But like Bethancourt, Folty is 23 years old. And unlike Bethancourt, he has experienced some nice moments early (other than his first home run, Bethancourt doesn’t have a ton to hang his hat on). He’s coming back, probably better and almost certainly a little more consistent. But it is a stark reminder of the growing pains young teams experience, and the fluctuations from week-to-week (or game-to-game in some cases) in the performances of some of your most precocious talents.

Foltynewicz could become consistently good, Bethancourt consistently mediocre – or vice versa. But the difference in good and great (and you can see a hardwood example of this in your current NBA Champion Golden State Warriors – now there’s a fun sentence) is being able to bring it every night, whatever it is.

Great baseball teams are shocked when the situational lefty gives up a hit, they’re shocked when a ball gets by the catcher and they’re shocked when a hard-throwing pitcher can no longer miss bats.

Remember how stunned the Warriors were in Game Two when Steph Curry looked beyond atrocious and everyone thought they were cooked? That’s the same kind of stunning outcome as seeing vintage Mariano Rivera get lit up in the ninth inning of a close game.

And I say all that to say that it’s not particularly surprising when the Braves youngsters struggle, because we don’t – can’t – expect that out of them yet. But the day is coming – fast, if John Hart has his way – when youth will have no choice but to be served.

What to Read

Might I suggest this New York Times article? Nice words about the Classiest Organization in Sports™ being cheating cheaters. You don’t get to hold the rosary and behave piously anymore, Cardinals fans – the FBI’s follow-up to the FIFA takedown was your team.

Stat o’ the Week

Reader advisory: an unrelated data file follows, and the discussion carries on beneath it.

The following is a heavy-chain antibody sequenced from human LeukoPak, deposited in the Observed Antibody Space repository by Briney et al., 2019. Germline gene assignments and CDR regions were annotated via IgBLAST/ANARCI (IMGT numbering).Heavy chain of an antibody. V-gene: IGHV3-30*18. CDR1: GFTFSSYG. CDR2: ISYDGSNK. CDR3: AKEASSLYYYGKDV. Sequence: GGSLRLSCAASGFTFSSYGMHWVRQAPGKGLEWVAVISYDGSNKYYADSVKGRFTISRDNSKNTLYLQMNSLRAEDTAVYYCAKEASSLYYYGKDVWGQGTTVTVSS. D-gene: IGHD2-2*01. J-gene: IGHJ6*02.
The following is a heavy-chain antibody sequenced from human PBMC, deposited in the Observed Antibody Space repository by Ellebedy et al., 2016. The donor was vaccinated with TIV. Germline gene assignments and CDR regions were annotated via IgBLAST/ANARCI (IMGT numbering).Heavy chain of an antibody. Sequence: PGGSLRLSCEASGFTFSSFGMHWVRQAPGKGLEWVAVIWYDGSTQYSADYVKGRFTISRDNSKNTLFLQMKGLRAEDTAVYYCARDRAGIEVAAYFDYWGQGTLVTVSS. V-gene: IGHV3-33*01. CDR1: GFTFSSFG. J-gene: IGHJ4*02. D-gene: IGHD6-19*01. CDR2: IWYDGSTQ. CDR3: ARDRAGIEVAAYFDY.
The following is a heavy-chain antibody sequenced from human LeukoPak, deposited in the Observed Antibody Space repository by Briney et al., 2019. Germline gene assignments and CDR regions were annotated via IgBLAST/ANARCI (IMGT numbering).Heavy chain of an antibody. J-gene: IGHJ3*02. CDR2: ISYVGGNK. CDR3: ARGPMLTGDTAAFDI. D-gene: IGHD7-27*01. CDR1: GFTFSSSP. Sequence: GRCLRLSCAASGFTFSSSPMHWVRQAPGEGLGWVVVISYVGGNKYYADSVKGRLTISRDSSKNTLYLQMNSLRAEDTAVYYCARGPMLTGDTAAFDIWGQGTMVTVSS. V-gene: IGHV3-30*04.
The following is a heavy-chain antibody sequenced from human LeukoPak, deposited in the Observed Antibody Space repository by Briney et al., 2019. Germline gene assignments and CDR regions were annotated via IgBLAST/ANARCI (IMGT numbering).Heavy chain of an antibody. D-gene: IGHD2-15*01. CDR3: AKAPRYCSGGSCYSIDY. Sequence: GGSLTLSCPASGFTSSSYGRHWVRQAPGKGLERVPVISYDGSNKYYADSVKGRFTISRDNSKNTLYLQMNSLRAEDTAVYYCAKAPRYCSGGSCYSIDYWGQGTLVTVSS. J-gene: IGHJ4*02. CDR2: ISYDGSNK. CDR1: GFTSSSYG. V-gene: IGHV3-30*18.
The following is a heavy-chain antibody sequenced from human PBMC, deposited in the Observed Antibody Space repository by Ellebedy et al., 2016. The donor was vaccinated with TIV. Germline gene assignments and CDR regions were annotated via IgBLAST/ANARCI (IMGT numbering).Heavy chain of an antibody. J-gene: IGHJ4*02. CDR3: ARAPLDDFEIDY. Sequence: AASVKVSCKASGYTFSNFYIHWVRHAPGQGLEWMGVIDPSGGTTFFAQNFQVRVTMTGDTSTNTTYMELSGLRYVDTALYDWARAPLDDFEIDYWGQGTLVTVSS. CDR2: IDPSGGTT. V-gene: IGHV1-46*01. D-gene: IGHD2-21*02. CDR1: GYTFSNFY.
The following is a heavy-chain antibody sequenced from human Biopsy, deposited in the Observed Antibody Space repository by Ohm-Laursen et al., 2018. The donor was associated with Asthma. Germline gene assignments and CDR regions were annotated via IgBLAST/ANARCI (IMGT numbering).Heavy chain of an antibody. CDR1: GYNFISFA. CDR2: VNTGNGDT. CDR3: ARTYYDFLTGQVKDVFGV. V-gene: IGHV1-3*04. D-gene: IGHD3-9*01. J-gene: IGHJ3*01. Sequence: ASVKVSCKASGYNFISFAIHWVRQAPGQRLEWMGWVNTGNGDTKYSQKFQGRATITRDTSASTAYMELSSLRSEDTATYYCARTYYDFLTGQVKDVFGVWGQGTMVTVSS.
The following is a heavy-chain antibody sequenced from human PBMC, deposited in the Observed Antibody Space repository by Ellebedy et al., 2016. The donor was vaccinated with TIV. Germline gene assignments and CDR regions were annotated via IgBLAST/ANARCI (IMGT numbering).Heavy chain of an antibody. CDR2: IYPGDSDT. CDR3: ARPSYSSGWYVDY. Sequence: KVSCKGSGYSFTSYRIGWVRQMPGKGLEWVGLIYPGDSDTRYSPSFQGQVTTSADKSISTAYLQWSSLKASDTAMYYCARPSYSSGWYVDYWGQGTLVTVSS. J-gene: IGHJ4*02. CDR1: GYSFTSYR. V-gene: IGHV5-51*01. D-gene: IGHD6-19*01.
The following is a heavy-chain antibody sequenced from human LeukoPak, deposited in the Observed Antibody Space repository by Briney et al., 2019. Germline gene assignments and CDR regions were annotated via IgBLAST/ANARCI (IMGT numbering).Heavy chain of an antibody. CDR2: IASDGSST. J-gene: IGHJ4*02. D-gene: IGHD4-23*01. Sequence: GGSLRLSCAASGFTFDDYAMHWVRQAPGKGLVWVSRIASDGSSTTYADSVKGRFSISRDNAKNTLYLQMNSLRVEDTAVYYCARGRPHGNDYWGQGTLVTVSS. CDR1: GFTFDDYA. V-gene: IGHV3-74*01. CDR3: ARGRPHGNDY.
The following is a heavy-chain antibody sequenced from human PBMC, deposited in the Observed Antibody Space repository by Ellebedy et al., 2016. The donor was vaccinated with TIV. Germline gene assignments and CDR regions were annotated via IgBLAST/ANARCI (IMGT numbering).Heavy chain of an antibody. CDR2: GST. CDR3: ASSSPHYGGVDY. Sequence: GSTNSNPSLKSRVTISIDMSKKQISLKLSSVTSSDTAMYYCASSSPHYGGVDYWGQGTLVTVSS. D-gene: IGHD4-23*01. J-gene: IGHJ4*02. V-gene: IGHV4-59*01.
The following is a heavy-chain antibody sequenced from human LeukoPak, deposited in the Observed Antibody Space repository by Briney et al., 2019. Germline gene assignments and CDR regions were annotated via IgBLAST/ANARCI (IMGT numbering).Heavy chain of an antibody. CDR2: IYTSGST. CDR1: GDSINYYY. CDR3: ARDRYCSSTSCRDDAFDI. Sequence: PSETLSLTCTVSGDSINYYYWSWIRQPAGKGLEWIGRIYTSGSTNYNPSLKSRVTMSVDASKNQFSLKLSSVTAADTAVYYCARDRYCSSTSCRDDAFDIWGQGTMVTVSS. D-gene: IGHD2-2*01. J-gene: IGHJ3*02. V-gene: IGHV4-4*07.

Freddie Freeman has scored 14 runs in 15 June games, tied for second-most in baseball. For a hastily organized unit hitting behind him, they’re allowing the Braves to manufacture more work.

If you only catch one game of the Mets series, make it…

Our first look at Noah Syndergaard on Saturday. If rumors of his talent are true, I suspect the Braves will be no-hit while Syndergaard levitates and bakes cookies for disadvantaged youths in the dugout. But the Braves will have Williams Perez go out there against him anyway.

Complementary Old-Timey Baseball Quote

“To see if you were dying.” – Former umpire Tom Gorman, when asked by Leo Durocher why he had come to visit him in the hospital; quoted in the fall 1982 National Pastime

Best Performance by a former Brave last week

Put that thing away, Charlie Morton! The Pittsburgh hurler picked up two wins last week and has worked a quality outing in four of five starts this season. Here’s the point where I’m expected to say something mean about Nate McClouth, but I will refrain because I’m classier than that.

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About Colby Wilson

    Colby Wilson

    Colby Wilson is a free-lance columnist for the Clarksville Sports Network. He enjoys some of the finer things in life, but is at his most content lounging on the couch watching sports. If you like what he wrote, let him know at colbywilson15@gmail.com; if you didn’t, keep it to yourself, okay?

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    Email: mhaynes@compu.net